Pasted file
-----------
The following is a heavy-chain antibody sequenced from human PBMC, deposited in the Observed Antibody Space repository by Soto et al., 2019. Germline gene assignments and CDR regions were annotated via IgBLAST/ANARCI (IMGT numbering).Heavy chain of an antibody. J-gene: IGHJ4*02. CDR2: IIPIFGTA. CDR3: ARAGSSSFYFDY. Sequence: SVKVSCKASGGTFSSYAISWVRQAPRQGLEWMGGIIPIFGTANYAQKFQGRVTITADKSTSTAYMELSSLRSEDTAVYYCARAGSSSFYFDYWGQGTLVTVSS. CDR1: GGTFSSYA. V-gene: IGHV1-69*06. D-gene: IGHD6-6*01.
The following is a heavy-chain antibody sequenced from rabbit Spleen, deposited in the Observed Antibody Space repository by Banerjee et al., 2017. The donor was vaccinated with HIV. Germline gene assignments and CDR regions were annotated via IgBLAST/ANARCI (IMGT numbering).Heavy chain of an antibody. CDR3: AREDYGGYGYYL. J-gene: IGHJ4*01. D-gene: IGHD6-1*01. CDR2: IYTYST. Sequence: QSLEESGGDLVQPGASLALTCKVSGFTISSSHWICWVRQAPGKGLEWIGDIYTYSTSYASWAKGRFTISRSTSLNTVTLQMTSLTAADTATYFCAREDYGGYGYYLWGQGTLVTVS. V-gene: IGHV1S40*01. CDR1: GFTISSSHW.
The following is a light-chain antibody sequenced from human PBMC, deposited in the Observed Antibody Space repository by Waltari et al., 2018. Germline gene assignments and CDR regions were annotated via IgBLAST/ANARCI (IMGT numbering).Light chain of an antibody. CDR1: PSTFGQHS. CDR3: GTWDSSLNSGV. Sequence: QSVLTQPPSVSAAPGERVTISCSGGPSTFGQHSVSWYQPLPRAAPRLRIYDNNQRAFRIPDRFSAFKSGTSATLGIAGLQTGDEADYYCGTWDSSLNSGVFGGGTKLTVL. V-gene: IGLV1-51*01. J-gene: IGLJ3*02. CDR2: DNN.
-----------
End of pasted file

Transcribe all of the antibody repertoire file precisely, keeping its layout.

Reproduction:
The following is a heavy-chain antibody sequenced from human PBMC, deposited in the Observed Antibody Space repository by Soto et al., 2019. Germline gene assignments and CDR regions were annotated via IgBLAST/ANARCI (IMGT numbering).Heavy chain of an antibody. J-gene: IGHJ4*02. CDR2: IIPIFGTA. CDR3: ARAGSSSFYFDY. Sequence: SVKVSCKASGGTFSSYAISWVRQAPRQGLEWMGGIIPIFGTANYAQKFQGRVTITADKSTSTAYMELSSLRSEDTAVYYCARAGSSSFYFDYWGQGTLVTVSS. CDR1: GGTFSSYA. V-gene: IGHV1-69*06. D-gene: IGHD6-6*01.
The following is a heavy-chain antibody sequenced from rabbit Spleen, deposited in the Observed Antibody Space repository by Banerjee et al., 2017. The donor was vaccinated with HIV. Germline gene assignments and CDR regions were annotated via IgBLAST/ANARCI (IMGT numbering).Heavy chain of an antibody. CDR3: AREDYGGYGYYL. J-gene: IGHJ4*01. D-gene: IGHD6-1*01. CDR2: IYTYST. Sequence: QSLEESGGDLVQPGASLALTCKVSGFTISSSHWICWVRQAPGKGLEWIGDIYTYSTSYASWAKGRFTISRSTSLNTVTLQMTSLTAADTATYFCAREDYGGYGYYLWGQGTLVTVS. V-gene: IGHV1S40*01. CDR1: GFTISSSHW.
The following is a light-chain antibody sequenced from human PBMC, deposited in the Observed Antibody Space repository by Waltari et al., 2018. Germline gene assignments and CDR regions were annotated via IgBLAST/ANARCI (IMGT numbering).Light chain of an antibody. CDR1: PSTFGQHS. CDR3: GTWDSSLNSGV. Sequence: QSVLTQPPSVSAAPGERVTISCSGGPSTFGQHSVSWYQPLPRAAPRLRIYDNNQRAFRIPDRFSAFKSGTSATLGIAGLQTGDEADYYCGTWDSSLNSGVFGGGTKLTVL. V-gene: IGLV1-51*01. J-gene: IGLJ3*02. CDR2: DNN.